South Carolina’s laws are becoming increasingly supportive of charter schools compared with the rest of the country, according a new national report.
The Palmetto State rose six spots to No. 10 out of 43 states for the quality of its laws, mostly because of new state laws that streamlined the charter application process and required additional transparency from charter schools, according to a report released Tuesday by the National Alliance for Public Charter Schools. Eight states don’t have charter school laws.
“This builds on a number of changes South Carolina has made over the last number of years to strengthen charter laws,” said Todd Ziebarth, senior vice president of state advocacy and support for the alliance. “It’s increasingly a supportive environment.”
The report ranks each state’s charter school laws on 20 components, including quality and accountability, equitable access to funding and facilities, and no caps on charter schools’ growth. The rankings were released during National School Choice Week, which started Sunday. The week will feature more than 11,000 events across all 50 states, including 149 in South Carolina. Gov. Nikki Haley participated in a rally for school choice Tuesday in Columbia.
The number of charter schools in South Carolina continues to grow, rising from 59 last school year to 66 this year. Charleston County is home to 11 charter schools with another approved to open next school year. There are no charter schools in Berkeley or Dorchester counties. About 26,000 students are served by charter schools statewide. The state’s total public school enrollment is more than 700,000 students.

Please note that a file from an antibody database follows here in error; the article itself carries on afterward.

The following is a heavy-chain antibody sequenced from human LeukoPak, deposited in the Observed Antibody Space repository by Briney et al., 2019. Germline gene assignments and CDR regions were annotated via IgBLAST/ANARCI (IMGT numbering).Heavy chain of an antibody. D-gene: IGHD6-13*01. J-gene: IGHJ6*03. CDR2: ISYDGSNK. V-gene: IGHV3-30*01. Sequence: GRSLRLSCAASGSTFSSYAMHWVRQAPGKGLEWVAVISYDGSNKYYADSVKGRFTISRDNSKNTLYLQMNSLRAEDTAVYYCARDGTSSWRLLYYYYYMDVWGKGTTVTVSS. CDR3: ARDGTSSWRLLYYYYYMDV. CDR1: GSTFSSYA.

Mary Carmichael, executive director of the Public Charter School Alliance of South Carolina, said new laws enacted over the past year have helped streamline the approval process for charter schools, allowing organizations to seek charters from more than one entity at the same time. The laws have also “cleaned up” the process to close schools that are not performing, Carmichael said.
“We have worked hard to make sure we can be a leader in charter school laws and to make sure charter schools have that accountability in exchange for autonomy,” Carmichael said.
The report identified areas where the state could improve its charter school laws further, including providing equitable per-pupil funding as well as better access to capital funding for facilities, all things Carmichael agreed with.
But supporting charter schools is a balancing act. Bernadette Hampton, president of the S.C. Education Association, said charter school funding should not “disproportionately divert” resources from traditional public schools and private schools should not be allowed to convert to public charter schools.
Charter schools, however, can be a place for innovation, Hampton said.
“We see much potential for public charter schools ... to develop new and creative teaching methods that can be replicated in traditional public schools for the benefit of all students,” she said. “That’s always a good thing.”